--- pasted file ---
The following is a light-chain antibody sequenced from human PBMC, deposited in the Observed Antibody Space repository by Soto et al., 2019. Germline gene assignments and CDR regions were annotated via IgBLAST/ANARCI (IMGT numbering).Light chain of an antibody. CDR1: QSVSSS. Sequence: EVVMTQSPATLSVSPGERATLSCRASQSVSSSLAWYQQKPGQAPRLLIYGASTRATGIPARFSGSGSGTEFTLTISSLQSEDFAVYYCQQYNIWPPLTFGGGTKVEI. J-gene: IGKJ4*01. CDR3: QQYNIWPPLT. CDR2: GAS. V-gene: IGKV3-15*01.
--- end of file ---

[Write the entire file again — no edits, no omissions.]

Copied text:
The following is a light-chain antibody sequenced from human PBMC, deposited in the Observed Antibody Space repository by Soto et al., 2019. Germline gene assignments and CDR regions were annotated via IgBLAST/ANARCI (IMGT numbering).Light chain of an antibody. CDR1: QSVSSS. Sequence: EVVMTQSPATLSVSPGERATLSCRASQSVSSSLAWYQQKPGQAPRLLIYGASTRATGIPARFSGSGSGTEFTLTISSLQSEDFAVYYCQQYNIWPPLTFGGGTKVEI. J-gene: IGKJ4*01. CDR3: QQYNIWPPLT. CDR2: GAS. V-gene: IGKV3-15*01.